The Dangers of Over-Fertilizing Your Lawn

You may have good intentions when fertilizing your lawn, but not laying down the proper amount can cause your grass a lot of stress.

 

Here are four ways over-fertilizing can harm your turf:

1. Unnaturally Quick Growth Can Lead to More Maintenance & Future Turf Trouble

In humans, overeating has both short-term and long-term effects: a sudden burst of energy followed by fatigue, bloating, a desire to maintain eating larger-sized meals, eventual weight-gain, etc. Similarly, your grass will react negatively to excessive fertilization.

Fertilizing lawn swazy and alexander

This burst of nutrients will cause your grass to (initially) grow very quickly. If you give your turf too much of a boost, you risk allowing the structure of your grass blades to grow much faster than its root system below. This can create problems hydrating and supplying more nutrients to the grass, as a plant can only suck up as much water and minerals as its roots allow.

Plus, it also means you have to mow more! What a time suck. Excessive mowing comes with its own problems too, but mostly it means your lawn is more likely to accumulate thatch, or dead grass, that can’t break down before the next trim. These excess shavings can make your property look messy, become a hideaway for pests and breed fungal diseases.

2. Soluble Salts Linger Behind & Can Cause “Root Burn”

Over-fertilizing can cause detrimental damage to your turf’s root structure as well. Some fertilizers contain high levels of nitrogen, which if absorbed in large amounts can become harmful.

What mainly causes the dreaded “burn,” however, is an abundant accumulation of soluble salts. Other nutrients found in fertilizers may get absorbed, but this left behind salt buildup can gather to toxic levels. Just like wintertime de-icer’s can sap your grass and soil of moisture and cause yellow patches around your sidewalk edges, these salts can make it harder for your plants to retain or take in moisture and can lead to withering or death of your grass and plants.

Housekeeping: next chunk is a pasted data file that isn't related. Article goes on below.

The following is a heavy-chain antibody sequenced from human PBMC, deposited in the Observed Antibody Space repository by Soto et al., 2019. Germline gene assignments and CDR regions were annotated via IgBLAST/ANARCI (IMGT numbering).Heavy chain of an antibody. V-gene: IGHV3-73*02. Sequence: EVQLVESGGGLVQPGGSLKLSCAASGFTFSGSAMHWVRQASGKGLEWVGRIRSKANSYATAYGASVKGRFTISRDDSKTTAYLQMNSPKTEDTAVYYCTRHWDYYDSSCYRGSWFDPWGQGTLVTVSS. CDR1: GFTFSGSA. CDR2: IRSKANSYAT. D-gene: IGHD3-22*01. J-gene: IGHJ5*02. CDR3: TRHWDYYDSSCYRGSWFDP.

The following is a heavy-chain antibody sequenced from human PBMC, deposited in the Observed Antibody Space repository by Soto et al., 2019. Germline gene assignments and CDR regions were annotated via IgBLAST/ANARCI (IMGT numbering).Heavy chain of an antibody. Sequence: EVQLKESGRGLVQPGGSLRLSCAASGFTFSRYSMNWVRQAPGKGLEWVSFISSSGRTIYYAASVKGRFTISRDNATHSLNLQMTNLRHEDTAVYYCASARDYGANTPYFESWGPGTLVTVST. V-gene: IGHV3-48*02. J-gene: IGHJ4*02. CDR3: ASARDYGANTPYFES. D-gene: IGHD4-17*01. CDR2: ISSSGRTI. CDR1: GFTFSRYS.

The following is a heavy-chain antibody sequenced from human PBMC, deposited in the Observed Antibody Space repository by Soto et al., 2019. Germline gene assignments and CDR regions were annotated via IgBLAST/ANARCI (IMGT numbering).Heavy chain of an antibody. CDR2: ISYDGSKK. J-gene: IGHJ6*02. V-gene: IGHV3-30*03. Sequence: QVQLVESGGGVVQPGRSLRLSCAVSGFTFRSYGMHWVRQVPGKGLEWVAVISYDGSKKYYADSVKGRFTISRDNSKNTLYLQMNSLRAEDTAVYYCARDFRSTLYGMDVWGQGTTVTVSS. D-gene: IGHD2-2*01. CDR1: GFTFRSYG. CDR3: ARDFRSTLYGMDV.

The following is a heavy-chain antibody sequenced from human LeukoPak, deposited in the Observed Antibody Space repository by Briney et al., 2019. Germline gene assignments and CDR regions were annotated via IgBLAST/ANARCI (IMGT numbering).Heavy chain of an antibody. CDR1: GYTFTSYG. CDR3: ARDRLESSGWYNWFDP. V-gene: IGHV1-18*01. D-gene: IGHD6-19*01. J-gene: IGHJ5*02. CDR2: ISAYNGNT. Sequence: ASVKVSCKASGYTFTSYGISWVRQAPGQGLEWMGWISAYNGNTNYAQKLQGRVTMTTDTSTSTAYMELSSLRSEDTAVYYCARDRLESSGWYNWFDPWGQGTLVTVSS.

These high concentrations of sodium can also harm or kill the microorganisms naturally found in your soil, which help to maintain a balanced ecosystem for your turf.  

Dangers of overfertilizing your lawn

3. Excessive Organic Matter Often Leads to Poor Drainage & Rot or Disease

Organic fertilizers contain natural organic matter, which breaks down with the help of water and provides your soil with rich nutrients to promote healthy growth. But just like anything in life, it’s possible to have too much of a good thing— and piling your lawn with too much of the stuff can have negative effects.

This matter can only break down so quickly, and if concentrations are overwhelming, they can essentially suffocate your grass, making it hard for water to get to its roots— or perhaps even worse, soaking up too much moisture and making it hard for your lawn to naturally drain. Oversaturation can drown out your grass, or the long-lasting wetness can welcome mold or fungal disease.

4. Excessive Nutrients Can Throw Off the PH Balance of Your Soil

Too much fertilizer can mess with the PH balance of your soil, which is a measure of its acidity or alkalinity. If your soil’s PH is greater than 7.3, AKA too alkaline, nitrogen and phosphorus cannot dissolve— which are two crucially important macronutrients needed for healthy grass growth. If it’s too acidic, at say at 4.5 PH, excessive nutrients like aluminum, iron and manganese can become toxic and kill your grass.

A formal soil test can help you to determine what nutrients your turf is lacking and which it has enough of so you can choose the best mix for nourishing your unique property. Ask a fertilization expert to sample your soil and offer recommendations for the best fertilizer, and for suggested application ratios.

Fertilizer spring lawn care

Already Guilty of Over-Fertilizing? How to Recover

Unfortunately, if you’ve already over-fertilized your lawn, there’s not much you can do except wait. Soil levels will eventually rebalance over time, but to speed things up, you ask a lawn care expert for help.

 

With a proper soil test, a fertilization team can help you determine the best way to recover, and how to properly fertilize next time around— making recommendations based on actual data, without guessing games.


For more insights on nourishing your turf, download our Ultimate Guide to Fertilization. It offers tips for choosing the right fertilizer, how to apply it correctly and other best practices to foster a green, lively lawn.

Guide to Fertilization 

Topics: Fertilizer, Spring Lawn Care